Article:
Asian shares mostly carve out gains, tracking Wall Street's lead

Asian stocks traded mostly higher on Thursday, tracking gains seen on Wall Street overnight as the yield on the U.S. 10-year Treasury stayed above 3 percent.

The Nikkei 225 rose 0.45 percent in Tokyo, shrugging off weak core machinery orders, a leading indicator for capital expenditure, for the month of March. The broader Topix was higher by around the same level, wit its banking subindex leading gains in the morning.

Over in Seoul, the Kospi edged up by 0.39 percent, with technology sector and manufacturing stocks trading higher.






ASX 200



CNBC 100

Down Under, the S&P/ASX 200 hovered just below the flat line, slipping 0.05 percent. The heavily weighted financials subindex declined 0.9 percent in the morning, dragging the index lower, while the materials and energy sectors gained.

MSCI’s index of shares in Asia Pacific excluding Japan held above the flat line, tracking higher by 0.08 percent in morning Asia trade.

On the earnings front, Singapore Airlines is slated to release full-year results later in the day.

U.S. stocks closed higher on Wednesday, with retail sector stocks climbing following strong results from department store company Macy’s. Also of note, the small-cap Russell 2000 added 1 percent and finished at a record close.

After surging past the 3 percent level on Tuesday, the yield on the 10-year U.S. Treasury note rose to a fresh near seven-year high. The 10-year Treasury yield on Wednesday surpassed the 3.1 percent level for the first time since Jul 8, 2011.

In Europe, stocks mostly finished the day higher despite the move higher in Italian bond yields. Italy’s FTSE MIB, however, declined 2.32 percent as the right-wing Lega party denied reports that it’s seeking a 250 billion euro ($296 billion) debt write-off if it becomes part of a power-sharing deal with the anti-establishment 5-Star Movement.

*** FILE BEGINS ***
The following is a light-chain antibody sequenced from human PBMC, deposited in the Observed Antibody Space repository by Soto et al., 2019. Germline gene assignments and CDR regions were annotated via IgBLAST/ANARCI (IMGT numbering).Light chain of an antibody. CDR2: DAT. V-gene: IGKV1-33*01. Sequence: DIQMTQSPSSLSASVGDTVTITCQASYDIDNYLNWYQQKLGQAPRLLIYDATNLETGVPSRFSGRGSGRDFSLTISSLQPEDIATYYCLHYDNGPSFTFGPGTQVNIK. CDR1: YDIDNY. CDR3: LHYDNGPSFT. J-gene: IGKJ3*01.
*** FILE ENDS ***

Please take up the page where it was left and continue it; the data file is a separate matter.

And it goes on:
Meanwhile, President Donald Trump said on Wednesday that whether his planned meeting with North Korean leader Kim Jong Un goes through remained to be seen. Earlier, North Korea said it would rethink the June 12 summit if the U.S. insisted on denuclearization.

The uncertainty did not appear to have a major impact on markets in the region.

“I think investors are just going to hold on the sidelines and kind of watch this, see how it develops. I expect there to be a lot of this sort of political rhetoric leading into the summit. I don’t think it’s going to be a big investment thesis for the markets,” Jack McIntyre, portfolio manager at Brandywine Global Investment Management, told CNBC’s “Squawk Box.”

The dollar index, which tracks the U.S. currency against a basket of major currencies, last stood at 93.283 after rising to a five-month high of 93.632 overnight. Gains in the greenback in recent week come amid expectations that the Federal Reserve will be more hawkish than other central banks.

Against the yen, the dollar traded at 110.36 at 8:04 a.m. HK/SIN.

On the energy front, U.S. crude futures rose 0.38 percent to trade at $71.75 per barrel and Brent crude futures added 0.14 percent to trade at $79.39.

What’s on tap 

Here’s the economic calendar for Thursday (all times in HK/SIN):

  • 8:30 a.m.: Singapore non-oil domestic exports
  • 9:30 a.m.: Australia unemployment rate
  • 6:00 p.m.: Indonesia central bank interest rate decision

— CNBC’s Thomas Franck and Silvia Amaro contributed to this report.

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